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Pregnancy impairs spatial memory and lowers mood
  1. D Farrar1,2,
  2. KM Marshall1,
  3. JC Neill1,
  4. DJ Tuffnell2
  1. 1University of Bradford, Bradford, UK
  2. 2Bradford Institute for Health Research, Bradford, UK


Background Female sex steroids are not only involved in reproduction, but influence the neurobiology of brain regions involved in memory processing. Sex steroid levels are substantially elevated in pregnancy. This investigation aimed to increase understanding of the influence of sex steroids on memory, attention and mood during pregnancy.

Method Pregnant participants were assessed each trimester and 3 months following birth. A non-pregnant control group were also included. A computer based assessment tool was used to assess memory and attention. Edinburgh Postnatal Depression Scale (EPDS) and General Health Questionnaire12 (GHQ12) scores were obtained and serum hormone estimation carried out. Ethics approval was obtained.

Results Group mean age, verbal intelligence and body mass index were comparable (n=47). The pregnant group showed a significantly reduced spatial recognition memory (SRM) mean percent correct score compared to the control group during the second (70% SD9 vs 82% SD12, p=0.001) and third trimester (73% SD9 vs 80% SD11, p=0.03) and at 3 months following birth (68% SD10 vs 80% SD10, p=0.0001).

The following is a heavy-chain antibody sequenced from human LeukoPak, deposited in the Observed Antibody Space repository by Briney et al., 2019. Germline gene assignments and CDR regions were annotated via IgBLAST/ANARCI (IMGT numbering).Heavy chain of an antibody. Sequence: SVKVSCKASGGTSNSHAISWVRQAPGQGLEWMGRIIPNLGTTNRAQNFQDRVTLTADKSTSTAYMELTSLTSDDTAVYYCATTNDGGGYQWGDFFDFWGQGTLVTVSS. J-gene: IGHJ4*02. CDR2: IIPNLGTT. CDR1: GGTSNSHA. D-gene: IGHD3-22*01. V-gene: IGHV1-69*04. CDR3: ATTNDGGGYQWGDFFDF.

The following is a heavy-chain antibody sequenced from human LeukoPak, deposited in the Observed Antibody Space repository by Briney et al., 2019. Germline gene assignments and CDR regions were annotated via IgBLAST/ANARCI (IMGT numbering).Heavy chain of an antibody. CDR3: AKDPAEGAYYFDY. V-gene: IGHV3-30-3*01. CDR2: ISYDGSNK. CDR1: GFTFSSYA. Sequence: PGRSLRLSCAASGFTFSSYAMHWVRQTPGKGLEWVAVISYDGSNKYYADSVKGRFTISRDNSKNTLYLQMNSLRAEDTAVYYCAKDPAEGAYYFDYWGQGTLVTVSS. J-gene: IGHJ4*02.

Pregnant group mean EPDS compared to the control group mean, was significantly greater in the first and second trimester and GHQ12 scores significantly greater in the first, second and third trimester. These effects did not persist following birth.

Conclusion Pregnancy seems to impair ability to remember previously seen spatial locations and this deficit remains evident at 3 months following birth. There were no significant correlations between SRM scores and sex steroids levels. Group EPDS and GHQ12 scores suggest lower mood only in pregnancy.

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